A Feature Review of
Attached to God: A Practical Guide to Deeper Spiritual Experience
Reviewed by David Libby
In Attached to God, author Krispin Mayfield invites readers into a new way of experiencing their relationship with God. As a therapist, Mayfield has spent significant time researching attachment science, which he calls “the study of how we get and keep connection with others.” Specifically, attachment science focuses on emotions– how people feel in their relationships. Mayfield argues that viewing our relationships with God through the lens of attachment science might help us to experience God in fresh ways.
Mayfield says that we all have an attachment style, and our attachment style explains how we approach relationships. There are three attachment styles, which Mayfield defines as anxious, shutdown, and shame-filled. Everyone falls somewhere on the spectrum of these three styles, and generally favors one style over the others. He begins his book by helping readers discover their attachment style. He then spends the bulk of the book describing how each attachment style can negatively impact our relationship with God, and points readers toward a better way of experiencing God.
The first attachment style that Mayfield describes is an anxious attachment style. Someone with an anxious attachment recognizes that any relationship can be broken by one party walking away. Therefore these folks are likely to work hard to make sure that their relationships remain close. When it comes to their relationship with God, those with anxious attachment may work themselves into exhaustion to make certain that God remains close. For example, an anxious attachment style may take the form of a prayer and devotional life of such intensity that it comes at the cost of one’s relationships with family and friends. Mayfield says that the basic need of someone with an anxious attachment is “to know God won’t abandon me, no matter what.” Often an anxious attachment style of faith will lead to burnout and exhaustion, as the person never finds a moment of peace from the work of keeping God close.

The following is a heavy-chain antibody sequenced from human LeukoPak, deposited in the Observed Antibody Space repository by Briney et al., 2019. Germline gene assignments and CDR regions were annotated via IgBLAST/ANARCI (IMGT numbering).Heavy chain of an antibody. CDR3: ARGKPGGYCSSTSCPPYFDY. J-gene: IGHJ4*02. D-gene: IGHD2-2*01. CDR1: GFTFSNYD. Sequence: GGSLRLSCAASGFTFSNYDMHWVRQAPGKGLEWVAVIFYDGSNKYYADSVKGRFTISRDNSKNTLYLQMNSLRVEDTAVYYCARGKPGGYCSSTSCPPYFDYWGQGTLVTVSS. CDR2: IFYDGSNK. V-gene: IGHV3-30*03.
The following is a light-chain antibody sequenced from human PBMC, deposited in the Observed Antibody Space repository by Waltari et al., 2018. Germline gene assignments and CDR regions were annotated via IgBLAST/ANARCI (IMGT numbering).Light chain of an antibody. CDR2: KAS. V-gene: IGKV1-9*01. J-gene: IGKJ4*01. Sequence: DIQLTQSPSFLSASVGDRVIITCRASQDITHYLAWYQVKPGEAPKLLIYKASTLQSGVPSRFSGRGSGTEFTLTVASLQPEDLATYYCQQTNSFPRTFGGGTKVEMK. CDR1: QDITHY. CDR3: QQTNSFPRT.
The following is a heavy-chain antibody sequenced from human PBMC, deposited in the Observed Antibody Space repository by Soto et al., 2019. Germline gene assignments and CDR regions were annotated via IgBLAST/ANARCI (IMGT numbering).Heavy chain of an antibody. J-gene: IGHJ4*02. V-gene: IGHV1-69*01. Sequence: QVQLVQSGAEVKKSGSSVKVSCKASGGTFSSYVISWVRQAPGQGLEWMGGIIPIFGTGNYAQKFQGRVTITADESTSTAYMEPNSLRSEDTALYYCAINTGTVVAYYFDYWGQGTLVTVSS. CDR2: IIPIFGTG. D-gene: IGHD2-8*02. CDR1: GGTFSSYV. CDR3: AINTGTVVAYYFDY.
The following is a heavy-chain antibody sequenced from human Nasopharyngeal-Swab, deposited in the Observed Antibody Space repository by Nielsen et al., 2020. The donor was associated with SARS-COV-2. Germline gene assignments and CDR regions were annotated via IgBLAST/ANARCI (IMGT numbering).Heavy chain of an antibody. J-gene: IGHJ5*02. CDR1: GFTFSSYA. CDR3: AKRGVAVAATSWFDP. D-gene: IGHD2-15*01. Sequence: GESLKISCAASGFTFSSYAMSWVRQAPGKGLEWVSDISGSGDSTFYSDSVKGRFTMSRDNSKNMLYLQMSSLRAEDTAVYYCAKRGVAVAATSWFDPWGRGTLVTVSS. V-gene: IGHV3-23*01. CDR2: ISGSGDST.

Unfortunately, the amount of work carried out by someone with an anxious attachment paradoxically makes the person feel less secure in their relationship with God. If they work themselves to exhaustion in order that God feels close, it reinforces in them the idea that the closeness will leave if they ever slow down their efforts. Anxious attachment can cause someone to pursue perfectionism, fearing that sinfulness will drive God away. Mayfield argues that regular Sabbath practices are needed for someone to rest and become secure in the truth that God is close– that God loves them as they are.
The second attachment style described is a shutdown attachment style. Shutdown attachment is based on the belief that a person of faith ought not to exhibit negative emotions; therefore, they try to eliminate these emotions from their life. Mayfield says that the desire of someone with a shutdown attachment is “to know God is present with me in all emotions – even sadness and worry.” A person with a shutdown attachment believes that there is no place for worry, fear, shame, or pain in one’s faith journey. “God is in control,” they might say, “so I have no reason to fear.” I hear this line of reasoning constantly from pastors and other Christians. A church sign in my city recently said “Worry or Worship: You Can’t Do Both.” A cursory Google search of “worry and worship” offers up hundreds of articles, books, blog posts, and YouTube videos offering the same thought: worship and worry cannot coexist. Truthfully, as a pastor, I have been known to make a very similar argument during some of my sermons.